There’s no better motivation to get some exercise than the promise of a crisp beer at the end. This 12-mile loop starts about a mile from the Peekskill Metro North stop. Once on the trail, you’ll be able to hit to viewpoints over the Hudson River and pass a serene pond along the way. On your way back to the train, make sure to stop at the Peekskill Brewery to reward yourself for tackling the climb.

Time: Three to four hours
Level: Easy to moderate

Camp Smith Trail
Photograph: Courtesy Creative Commons/Flickr/Mat McDermott

11. Camp Smith Trail

If the Appalachian Trail and Bear Mountain are a bit crowded, this three-and-a-half-mile hike is great for a little solo strolling. The rolling hills are great for some fitness, but aren’t overwhelmingly difficult. With fairly easy terrain, even your four-legged friend can join you on the trail. Take the Metro-North Hudson line to Peekskill Station for free shuttles to the Bear Mountain Inn, where you can hike up to see incredible Hudson Valley vistas.

Time: Three hours
Level: Moderate

Franny Reese State Park
Photograph: Courtesy Robert Rodriguez Jr

12. Franny Reese State Park

In less than two hours, Metro-North's Hudson line brings you to Poughkeepsie, where a whole day of activities awaits you. Start with a stroll on the Walkway Over the Hudson (the world’s longest pedestrian bridge, perched 212 feet above the river) before heading west into Franny Reese State Park. There are two-and-a-half miles of trails with sites like an old carriage road, ruins of a 19th-century estate and superb views of the Mid-Hudson Bridge. Reward yourself with dinner at one of the many restaurants nearby before heading home.

Time: Two hours
Level: Easy

Indian Rock/Wanaque Ridge Trail Loop
Photograph: Courtesy CC/Flickr/WhatsAllThisThen

13. Indian Rock/Wanaque Ridge Trail Loop

Lakes? Check. Babbling brooks? Check. Stunning views? Check. This 5.5-mile hike has it all. After taking NJ Transit’s #197 bus from the Port Authority to the intersection of Ringwood Avenue and Second Avenue in Wanaque, walk just under a mile to begin your journey. Climb the scenic Ramapo Lake and follow the Wanaque Ridge Trail along the western ridge of the Ramapo Mountains to spot stunning views over New Jersey and Ramapo Lake.

Time: Three and a half hours
Level: Moderate


Ken Lockwood Gorge and Columbia Trail
Photograph: Courtesy CC/Flickr/Khürt L. Williams

14. Ken Lockwood Gorge and Columbia Trail

Everything about this 7.5-mile hike is quaint. You start in the adorable town of High Bridge before setting off to the scenic Ken Lockwood Gorge, then hit the banks of the Raritan River before finishing on the Columbia Trail. To get there, simply take New Jersey Transit Raritan Valley Line to High Bridge.

Time: Three hours
Level: Easy

Lemon Squeezer/Island Pond Loop
Photograph: Shutterstock

15. Lemon Squeezer/Island Pond Loop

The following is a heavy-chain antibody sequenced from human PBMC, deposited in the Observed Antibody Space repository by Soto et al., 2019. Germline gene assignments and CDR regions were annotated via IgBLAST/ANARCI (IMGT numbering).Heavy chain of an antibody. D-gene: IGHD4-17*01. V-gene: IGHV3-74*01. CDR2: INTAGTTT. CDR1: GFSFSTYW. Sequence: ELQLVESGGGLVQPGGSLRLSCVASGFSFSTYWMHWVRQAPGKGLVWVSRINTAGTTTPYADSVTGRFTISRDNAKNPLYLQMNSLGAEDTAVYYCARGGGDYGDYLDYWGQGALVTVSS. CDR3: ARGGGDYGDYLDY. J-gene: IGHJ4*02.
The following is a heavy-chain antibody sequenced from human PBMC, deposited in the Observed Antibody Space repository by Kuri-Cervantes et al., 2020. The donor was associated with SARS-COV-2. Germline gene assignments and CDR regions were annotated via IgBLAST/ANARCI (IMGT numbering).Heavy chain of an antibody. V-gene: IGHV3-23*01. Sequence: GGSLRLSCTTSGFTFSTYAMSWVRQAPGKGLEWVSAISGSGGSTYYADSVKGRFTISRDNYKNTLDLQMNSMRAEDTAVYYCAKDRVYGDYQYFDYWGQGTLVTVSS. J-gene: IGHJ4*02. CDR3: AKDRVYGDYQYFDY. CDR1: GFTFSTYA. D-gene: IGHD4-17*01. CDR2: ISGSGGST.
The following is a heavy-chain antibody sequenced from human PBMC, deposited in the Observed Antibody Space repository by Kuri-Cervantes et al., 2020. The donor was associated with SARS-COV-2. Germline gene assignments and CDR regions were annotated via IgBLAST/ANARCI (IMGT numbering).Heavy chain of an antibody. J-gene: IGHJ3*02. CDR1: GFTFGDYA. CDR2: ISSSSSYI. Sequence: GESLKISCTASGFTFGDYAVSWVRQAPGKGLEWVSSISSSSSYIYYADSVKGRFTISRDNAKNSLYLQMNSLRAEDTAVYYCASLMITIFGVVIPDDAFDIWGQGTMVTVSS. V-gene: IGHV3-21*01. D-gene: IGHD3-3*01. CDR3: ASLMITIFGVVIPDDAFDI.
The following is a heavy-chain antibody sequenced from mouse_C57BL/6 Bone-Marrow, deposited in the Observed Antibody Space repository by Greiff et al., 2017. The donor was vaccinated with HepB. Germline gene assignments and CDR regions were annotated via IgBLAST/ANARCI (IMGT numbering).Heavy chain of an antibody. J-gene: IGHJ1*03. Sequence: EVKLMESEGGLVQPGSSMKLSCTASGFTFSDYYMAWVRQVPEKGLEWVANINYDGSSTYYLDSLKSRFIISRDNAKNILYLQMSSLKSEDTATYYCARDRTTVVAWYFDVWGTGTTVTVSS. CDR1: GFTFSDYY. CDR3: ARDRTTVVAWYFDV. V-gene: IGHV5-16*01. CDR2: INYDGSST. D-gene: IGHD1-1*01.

With a name like Lemon Squeezer, you know this has to be a fun trail. The 7.5-mile circuit features the typical pond and greenery, but it also has the unique bonuses of a tight rock formation (hence the squeezer) and the historic Boston Mine. Just buy a ticket to Southfields on the Shortline bus from Port Authority and ask the bus driver to let you off at Arden Valley Road next to a "Welcome to Harriman State Park” sign. There’s even a discount for hikers.

Time: Four and a half hours
Level: Moderate to strenuous

Long Path
Photograph: Courtesy Creative Commons/Flickr/Josh Kesner

16. Long Path

While getting up close and personal with the Hudson River might not be your idea of fun, this hike might change your mind. A walk or bus ride over the George Washington Bridge leads you to Fort Lee Historic Park and access to 356 miles of trails on the Long Path. Of course, you won't complete the whole walk in a day, but you can choose your distance and direction and pass things like the Rockefeller Lookout or the Greenbrook Sanctuary or follow the Shore Trail to waterfront picnic areas.

Time: Varies
Level: Easy to Moderate

Manitou Point Preserve
Photograph: Courtesy Creative Commons/Flickr/Mat McDermott

17. Manitou Point Preserve

Good for all skill levels, this four-mile hike parallels the Hudson River, ultimately leading to a cliffside with sweeping views of the river. To get there, just take the Metro-North Line to Manitou Station and follow signs for the trail. About halfway through the three-hour hike, you get the treat of walking past a historic mansion that once belonged to the Livingston family.

Time: Three hours
Level: Easy to moderate

Marshlands Conservancy
Photograph: Courtesy Creative Commons/Flickr/June Marie

18. Marshlands Conservancy

This easy one-mile hike along the Long Island Sound is great for taking in lovely water and marsh views. You also walk past an 1838 mansion that was once home to John Jay. For this hike, take Metro-North's New Haven Line to Harrison Station, walk down Purdy Street, turn left on Park Avenue then right onto Boston Post Road.

Time: One hour
Level: Easy

Old Croton Aqueduct
Photograph: Courtesy Creative Commons/Flickr/ScubaBear68

19. Old Croton Aqueduct

Nature and history buffs will get a kick out of this trail that runs along the route of the Old Croton Aqueduct. The full length of the trail runs 26 miles from Tarrytown to Yonkers, but there are multiple Metro-North stops between the two towns, making it easy to hop on and off. Stroll past parts of the old aqueduct, Lyndhurst Castle and many other historic buildings during your hike.

Time: Three hours
Level: Easy

Pyramid Mountain and Kakeout Reservoir
Photograph: Courtesy CC/Flickr/Wally Gobetz

20. Pyramid Mountain and Kakeout Reservoir

Yes, New Jersey makes the list again for another one of its scenic paths. This approximately 9-mile loop follows the shore line of the Kakeout Reservoir before climbing Pyramid Mountain, where you’ll see two crazy looking rock formations. Luckily, this range of landscape is just a bus ride away. Take NJ Transit bus #194 from the Port Authority to the Meadtown Shopping Center, then walk west for 0.1 mile on Kiel Road and turn left onto Kakeout Road. Continue for 0.5 mile to Bubbling Brook Road.

Time: Five hours
Level: Moderate

Surprise Lake Loop
Photograph: Courtesy Creative Commons/Flickr/WhatsAllThisThen

21. Surprise Lake Loop

A two-hour bus ride from Port Authority to Greenwood Lake Park & Ride will land you near the trailhead of this Jersey Highlands hike. The five-mile loop has varied terrain, making for a moderate-to-difficult course, but the views are worth it. You'll get to see the beautiful Greenwood Lake and know you're not too far from home with the NYC skyline in the distance. Bonus: dogs are allowed on this trail, but make sure they can handle it.


Time: Two to three hours
Level: Moderate to hard

Anthony's Nose Hike
Photograph: Courtesy CC/Flickr/squirrel83

22. Anthony's Nose Hike

A small section of the Appalachian Trail leads you to Anthony’s Nose, a rocky ridge that offers spectacular views of Bear Mountain Bridge. After you climb up up a 500-foot rock staircase, the trail levels out for the remainder of the 2.6-mile hike to the overlook. On weekends, you can take the Metro-North Hudson line to the Manitou stop, then walk the remaining mile and a half to the trailhead. Or, join a group hike with Vertically Inclined for bus or van transportation to the trailhead.

Time: Two to three hours
Level: Moderate